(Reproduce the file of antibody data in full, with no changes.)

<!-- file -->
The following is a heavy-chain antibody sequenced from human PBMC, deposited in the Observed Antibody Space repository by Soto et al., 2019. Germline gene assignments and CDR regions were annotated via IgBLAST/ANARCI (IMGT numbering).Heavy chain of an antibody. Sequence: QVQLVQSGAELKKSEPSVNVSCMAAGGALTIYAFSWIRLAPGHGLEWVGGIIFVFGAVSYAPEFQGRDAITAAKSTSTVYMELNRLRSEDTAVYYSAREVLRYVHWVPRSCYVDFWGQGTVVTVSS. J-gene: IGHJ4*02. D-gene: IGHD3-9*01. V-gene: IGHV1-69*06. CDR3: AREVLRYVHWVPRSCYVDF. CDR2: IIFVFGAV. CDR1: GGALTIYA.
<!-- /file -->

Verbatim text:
The following is a heavy-chain antibody sequenced from human PBMC, deposited in the Observed Antibody Space repository by Soto et al., 2019. Germline gene assignments and CDR regions were annotated via IgBLAST/ANARCI (IMGT numbering).Heavy chain of an antibody. Sequence: QVQLVQSGAELKKSEPSVNVSCMAAGGALTIYAFSWIRLAPGHGLEWVGGIIFVFGAVSYAPEFQGRDAITAAKSTSTVYMELNRLRSEDTAVYYSAREVLRYVHWVPRSCYVDFWGQGTVVTVSS. J-gene: IGHJ4*02. D-gene: IGHD3-9*01. V-gene: IGHV1-69*06. CDR3: AREVLRYVHWVPRSCYVDF. CDR2: IIFVFGAV. CDR1: GGALTIYA.